The New York Mets said yesterday that they have sold out their luxury suites for Citi Field next year. That’s an amazing statement of resistance, especially during these tough economic times. I spoke with Dave Howard, the team’s executive vice president of business operations.
Darren: What did you sell them and at what price?
Howard: We had the Sterling Suites, which are 20 rows off the field. There are 22 seats in those suites and we sold 10 of them for $500,000 each. Then we had the Empire Suites, which are still spectacular. They are essentially the first level above field level and they are looking over the infield dirt between the first and third base lines. We have 39 of those that we sold for $250,000, up until the point where we realized we had more demand than supply, so we sold the last five or six for $275,000. Those seats are closer to the field than the suites being sold at Yankee Stadium and they have in between 16 and 23 seats in them.
Darren: How did you come up with those prices?
Howard: We did market analysis and looked at the New York City marketplace as well as various suite products. We took that and compared it with our history at Shea Stadium, even though Citi Field and Shea Stadium are very different. We also hired a consultant to do his own market research and put together a survey. We took all of those factors and came up with our rate card price. We went to market early last year and they were moving very quickly. For a time, we questioned if we priced it too low, especially after we saw the Yankees pricing ($600,000 to $850,000). But we’re confident it’s a fair number and are looking forward to delivering great value to the people and companies that bought the suites.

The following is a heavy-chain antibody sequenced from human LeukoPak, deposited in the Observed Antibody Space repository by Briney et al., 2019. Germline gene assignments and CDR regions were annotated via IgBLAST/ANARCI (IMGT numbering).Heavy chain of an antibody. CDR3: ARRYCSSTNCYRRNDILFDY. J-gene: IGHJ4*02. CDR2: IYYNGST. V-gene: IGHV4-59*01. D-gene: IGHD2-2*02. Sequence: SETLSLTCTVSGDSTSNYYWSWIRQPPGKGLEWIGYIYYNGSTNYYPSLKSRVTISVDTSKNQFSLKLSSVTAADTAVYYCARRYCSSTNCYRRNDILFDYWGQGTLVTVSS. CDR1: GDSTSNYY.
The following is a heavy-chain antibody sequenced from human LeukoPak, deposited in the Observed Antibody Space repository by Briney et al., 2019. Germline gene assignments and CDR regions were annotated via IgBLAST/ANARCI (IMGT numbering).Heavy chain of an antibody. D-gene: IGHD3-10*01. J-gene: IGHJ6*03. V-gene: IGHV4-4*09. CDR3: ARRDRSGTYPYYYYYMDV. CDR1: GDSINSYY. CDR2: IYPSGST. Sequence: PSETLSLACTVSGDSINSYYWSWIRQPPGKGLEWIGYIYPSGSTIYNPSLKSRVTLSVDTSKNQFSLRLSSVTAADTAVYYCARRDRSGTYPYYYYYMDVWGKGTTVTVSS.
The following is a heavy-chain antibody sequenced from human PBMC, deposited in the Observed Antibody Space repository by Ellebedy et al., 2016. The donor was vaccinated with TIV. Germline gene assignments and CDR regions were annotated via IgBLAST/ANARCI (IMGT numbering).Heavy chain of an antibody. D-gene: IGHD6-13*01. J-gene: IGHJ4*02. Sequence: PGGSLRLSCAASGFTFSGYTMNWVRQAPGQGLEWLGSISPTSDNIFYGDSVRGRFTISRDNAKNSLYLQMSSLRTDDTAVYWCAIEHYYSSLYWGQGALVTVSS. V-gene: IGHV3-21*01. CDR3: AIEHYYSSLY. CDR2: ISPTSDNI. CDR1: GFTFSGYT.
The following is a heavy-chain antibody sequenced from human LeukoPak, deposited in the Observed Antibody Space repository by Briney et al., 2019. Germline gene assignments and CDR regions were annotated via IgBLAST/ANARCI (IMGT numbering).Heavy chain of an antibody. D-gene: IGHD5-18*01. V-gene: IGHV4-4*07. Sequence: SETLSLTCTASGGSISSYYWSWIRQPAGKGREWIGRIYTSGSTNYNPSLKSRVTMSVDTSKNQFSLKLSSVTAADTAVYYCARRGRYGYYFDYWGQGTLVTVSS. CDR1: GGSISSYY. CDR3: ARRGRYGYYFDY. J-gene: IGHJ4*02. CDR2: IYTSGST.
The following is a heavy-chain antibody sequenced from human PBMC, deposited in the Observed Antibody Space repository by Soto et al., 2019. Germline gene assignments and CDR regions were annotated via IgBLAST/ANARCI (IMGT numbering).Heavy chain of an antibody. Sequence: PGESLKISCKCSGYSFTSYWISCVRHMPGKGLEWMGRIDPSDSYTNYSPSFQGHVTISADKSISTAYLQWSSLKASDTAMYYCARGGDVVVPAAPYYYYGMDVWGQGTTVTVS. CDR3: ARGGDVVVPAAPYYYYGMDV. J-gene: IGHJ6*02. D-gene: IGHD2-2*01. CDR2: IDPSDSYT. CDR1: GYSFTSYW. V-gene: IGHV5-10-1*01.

Darren: And there’s nothing left?
Howard: Well, we have two suites that each sit 30 fans that we’re going to sell on a per-game basis. And we know that there’s going to be plenty of demand for that. At Shea, in each of the last two seasons, we sold 400 single-day suites. With these two suites, we’ll only be able to offer 162 suites each season. So we don’t have the kind of inventory that we once had on a single-game basis.
Darren: How many different leases do you have for the suites in terms of length and how much do suite holders have to give you in advance?
Howard: We have staggered lease agreements – 3 year, 5 year, 7 year and 10 year contracts. The long-term deals have lower annual escalators and the shorter term contracts have higher annual escalators. They all have to pay us a full year as a deposit.
Darren: What’s the distribution of corporations versus individuals buying these suites? About 80 corporate to 20 percent individual?
Howard: That’s probably about right, maybe a little bit more towards the corporate side.
Darren: Did any corporation that committed bow out due to the tough times we’re in?
Howard: No. Everyone that signed a contract is still with us.
Darren: How did you help justify the costs to the buyer from a financial perspective?
Howard: One of the things we are doing is offering our suite customers a concierge service. We’ll help them sell their suites on a single game basis and we know we’ll be able to sell those because of the demand we had in a far inferior stadium. In general, these times have forced people to become a little bit more discriminating with what the purchase. Having this stadium allows us to compete better than we ever have before even though we obviously fell short on the field (for the playoffs) two years in a row.
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